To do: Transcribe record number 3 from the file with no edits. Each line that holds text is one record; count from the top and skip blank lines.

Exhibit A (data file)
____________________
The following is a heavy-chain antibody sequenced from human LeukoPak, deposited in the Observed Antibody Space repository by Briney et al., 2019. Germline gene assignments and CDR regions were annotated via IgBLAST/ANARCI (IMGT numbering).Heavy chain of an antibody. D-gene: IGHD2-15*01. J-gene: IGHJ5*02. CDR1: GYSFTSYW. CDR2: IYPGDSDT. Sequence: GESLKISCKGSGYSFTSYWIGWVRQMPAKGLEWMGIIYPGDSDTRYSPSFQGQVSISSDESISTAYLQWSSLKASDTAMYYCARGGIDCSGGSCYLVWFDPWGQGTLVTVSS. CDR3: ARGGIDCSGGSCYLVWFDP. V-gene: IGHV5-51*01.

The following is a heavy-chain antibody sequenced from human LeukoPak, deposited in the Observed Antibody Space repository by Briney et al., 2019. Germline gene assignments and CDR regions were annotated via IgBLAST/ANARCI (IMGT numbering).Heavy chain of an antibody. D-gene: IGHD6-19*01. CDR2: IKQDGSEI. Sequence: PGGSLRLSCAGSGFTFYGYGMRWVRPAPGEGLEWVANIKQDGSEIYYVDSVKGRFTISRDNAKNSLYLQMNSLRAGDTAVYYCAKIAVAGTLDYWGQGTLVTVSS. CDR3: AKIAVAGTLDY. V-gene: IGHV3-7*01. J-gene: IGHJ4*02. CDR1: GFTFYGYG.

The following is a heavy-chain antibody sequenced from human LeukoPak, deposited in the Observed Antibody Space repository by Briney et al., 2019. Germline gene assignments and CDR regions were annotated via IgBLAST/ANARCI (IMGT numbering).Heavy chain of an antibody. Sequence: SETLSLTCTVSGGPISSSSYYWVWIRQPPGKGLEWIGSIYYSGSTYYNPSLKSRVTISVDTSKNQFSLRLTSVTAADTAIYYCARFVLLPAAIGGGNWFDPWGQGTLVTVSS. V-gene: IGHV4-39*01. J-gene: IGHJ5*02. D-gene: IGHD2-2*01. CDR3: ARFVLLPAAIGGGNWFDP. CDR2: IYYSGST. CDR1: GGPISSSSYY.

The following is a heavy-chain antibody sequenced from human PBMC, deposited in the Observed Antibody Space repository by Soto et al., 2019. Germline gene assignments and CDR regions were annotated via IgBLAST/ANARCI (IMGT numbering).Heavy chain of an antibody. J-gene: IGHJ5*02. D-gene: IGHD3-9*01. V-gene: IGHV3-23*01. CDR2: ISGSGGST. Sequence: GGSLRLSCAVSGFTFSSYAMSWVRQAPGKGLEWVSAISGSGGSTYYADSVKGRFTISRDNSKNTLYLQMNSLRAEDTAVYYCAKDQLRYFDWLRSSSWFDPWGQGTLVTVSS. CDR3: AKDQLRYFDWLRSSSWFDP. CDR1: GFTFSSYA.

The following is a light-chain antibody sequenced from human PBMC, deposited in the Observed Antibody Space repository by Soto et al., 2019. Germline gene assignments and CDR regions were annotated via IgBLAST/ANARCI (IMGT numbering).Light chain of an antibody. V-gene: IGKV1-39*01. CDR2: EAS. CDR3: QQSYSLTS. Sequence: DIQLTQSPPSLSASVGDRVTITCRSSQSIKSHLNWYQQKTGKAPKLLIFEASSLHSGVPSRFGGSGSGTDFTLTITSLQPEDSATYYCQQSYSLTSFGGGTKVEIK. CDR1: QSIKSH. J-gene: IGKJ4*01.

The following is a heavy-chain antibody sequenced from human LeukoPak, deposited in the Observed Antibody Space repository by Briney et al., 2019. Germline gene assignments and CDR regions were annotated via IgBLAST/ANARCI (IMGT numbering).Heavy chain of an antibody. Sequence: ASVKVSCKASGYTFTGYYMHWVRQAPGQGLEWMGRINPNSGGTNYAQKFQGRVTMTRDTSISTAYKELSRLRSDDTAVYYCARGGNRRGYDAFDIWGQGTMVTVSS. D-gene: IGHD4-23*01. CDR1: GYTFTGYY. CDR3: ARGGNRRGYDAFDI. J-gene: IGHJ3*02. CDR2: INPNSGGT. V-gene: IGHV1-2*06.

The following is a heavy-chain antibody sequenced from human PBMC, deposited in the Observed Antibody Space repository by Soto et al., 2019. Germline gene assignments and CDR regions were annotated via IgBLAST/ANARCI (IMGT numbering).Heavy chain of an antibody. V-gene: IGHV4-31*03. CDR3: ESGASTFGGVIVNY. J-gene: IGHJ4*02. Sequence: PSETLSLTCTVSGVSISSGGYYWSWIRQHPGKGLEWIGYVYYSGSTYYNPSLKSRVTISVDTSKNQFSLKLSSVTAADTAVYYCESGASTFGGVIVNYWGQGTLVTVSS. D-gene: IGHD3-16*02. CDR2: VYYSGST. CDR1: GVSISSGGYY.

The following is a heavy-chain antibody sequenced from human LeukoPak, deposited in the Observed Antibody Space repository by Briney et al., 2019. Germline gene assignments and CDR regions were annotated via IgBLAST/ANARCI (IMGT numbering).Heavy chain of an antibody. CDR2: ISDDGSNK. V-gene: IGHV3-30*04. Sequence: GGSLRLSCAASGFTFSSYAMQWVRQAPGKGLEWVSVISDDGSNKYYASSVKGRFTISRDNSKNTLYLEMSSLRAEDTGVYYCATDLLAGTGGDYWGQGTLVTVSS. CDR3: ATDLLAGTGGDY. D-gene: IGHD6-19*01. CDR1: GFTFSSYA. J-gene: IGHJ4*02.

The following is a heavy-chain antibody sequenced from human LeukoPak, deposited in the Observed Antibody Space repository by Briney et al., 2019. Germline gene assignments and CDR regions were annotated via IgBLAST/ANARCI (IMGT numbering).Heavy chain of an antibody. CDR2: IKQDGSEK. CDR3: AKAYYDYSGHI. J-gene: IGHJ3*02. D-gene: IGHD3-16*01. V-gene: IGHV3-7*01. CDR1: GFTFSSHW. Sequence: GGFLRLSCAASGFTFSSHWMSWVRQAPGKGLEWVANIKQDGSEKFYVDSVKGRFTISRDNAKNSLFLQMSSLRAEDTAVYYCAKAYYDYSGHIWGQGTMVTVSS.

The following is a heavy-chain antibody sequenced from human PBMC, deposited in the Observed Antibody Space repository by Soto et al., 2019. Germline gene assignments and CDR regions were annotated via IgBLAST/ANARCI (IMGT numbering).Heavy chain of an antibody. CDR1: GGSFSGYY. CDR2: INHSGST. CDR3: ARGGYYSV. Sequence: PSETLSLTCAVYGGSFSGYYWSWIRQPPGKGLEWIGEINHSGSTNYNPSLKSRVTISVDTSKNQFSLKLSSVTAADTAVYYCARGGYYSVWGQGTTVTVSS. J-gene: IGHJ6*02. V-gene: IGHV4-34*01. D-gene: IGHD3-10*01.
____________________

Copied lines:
The following is a heavy-chain antibody sequenced from human LeukoPak, deposited in the Observed Antibody Space repository by Briney et al., 2019. Germline gene assignments and CDR regions were annotated via IgBLAST/ANARCI (IMGT numbering).Heavy chain of an antibody. Sequence: SETLSLTCTVSGGPISSSSYYWVWIRQPPGKGLEWIGSIYYSGSTYYNPSLKSRVTISVDTSKNQFSLRLTSVTAADTAIYYCARFVLLPAAIGGGNWFDPWGQGTLVTVSS. V-gene: IGHV4-39*01. J-gene: IGHJ5*02. D-gene: IGHD2-2*01. CDR3: ARFVLLPAAIGGGNWFDP. CDR2: IYYSGST. CDR1: GGPISSSSYY.